On the graduation ceremony he had in New York: "It was an unofficial, official graduation just in my room. You know, I had my family and saw all my friends back in my hotel room. I got my cap and gown and just took some photos just in case I can't take photos with them in a few months. It was a really emotional moment for each and every one of us."
On why that was so important to him: "It is really important. Coming out of Africa if you don't do well in school, you get your butt whooped. You've got to excel. You can't just go out and play if you're getting all D's and F's in school, you know? You're going to be picked out of the field, ‘Come home, come study.' So, education is really big in our family and I just couldn't do without it."
On Lions defensive line coaches Kris Kocurek and Jim Washburn: "Kocurek and Washburn, man, I was privileged to work under them. Yes, they're crazy, and yes they're different from the coaches back at BYU, but one thing that they said to me was if they're not hard on me it means they don't love me. I like that. Just like back at BYU, my coach was really hard on me. He didn't treat me like I never played football. He treated me just like any other person and actually pushed me. Working with Kris and Washburn I think we are going to make a good team."
On if the criticism bothers him: "All I can say is that I don't even listen to all that. I don't really care what people say. I don't listen to the media or anything. I know what I'm capable of doing and that is what I just rely on."
On what he previously knew about the city of Detroit: "I have yet to discover the city. So far, so good. Loving it."
On what moment from draft night sticks out to him: "Just my family out here, you know? I wouldn't be here without them. They've been really supportive since day one like I already said. They don't give up on me and I'm not going to give up on them. They're really proud of me and everything that I've done. It was a really emotional night for me. It was crazy, unbelievable, special. Overall, it's really humbling."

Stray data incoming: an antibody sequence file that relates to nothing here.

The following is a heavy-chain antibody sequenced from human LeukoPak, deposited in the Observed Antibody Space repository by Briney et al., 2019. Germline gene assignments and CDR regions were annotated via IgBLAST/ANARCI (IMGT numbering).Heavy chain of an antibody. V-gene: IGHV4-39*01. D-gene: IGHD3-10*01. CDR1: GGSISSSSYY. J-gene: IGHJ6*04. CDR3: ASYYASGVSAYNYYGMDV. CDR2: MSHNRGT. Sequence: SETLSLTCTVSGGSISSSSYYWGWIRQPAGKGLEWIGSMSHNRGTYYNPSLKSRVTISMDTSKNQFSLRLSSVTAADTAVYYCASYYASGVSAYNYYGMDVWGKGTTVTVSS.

On when he told his mother than he wanted to come to the United States for college: "She was really excited for me. You know, coming out of Africa, everyone wants to come to the United States just to be well-educated and she didn't hesitate to support me. So that was good."
On if he was hesitant to come to the United States: "Oh, I didn't hesitate. She was crying when I was leaving. I was like, ‘See you later."
On the first time he put on football equipment: "Yeah, I didn't know what I was doing. I was a mess. But my teammates helped me put on my pads right. I think I put my thigh pad in my knee pad. It was going in."
On if he has a mean streak where he hates quarterbacks: "You know, I don't know if I want to use the word hate because you can't concentrate if you hate somebody. You've got to love them. If you love somebody, you want to grab them. So, I love quarterbacks."
On how he picked No. 94 for his jersey: "I didn't pick it. They just gave it to me and I'm loving it already."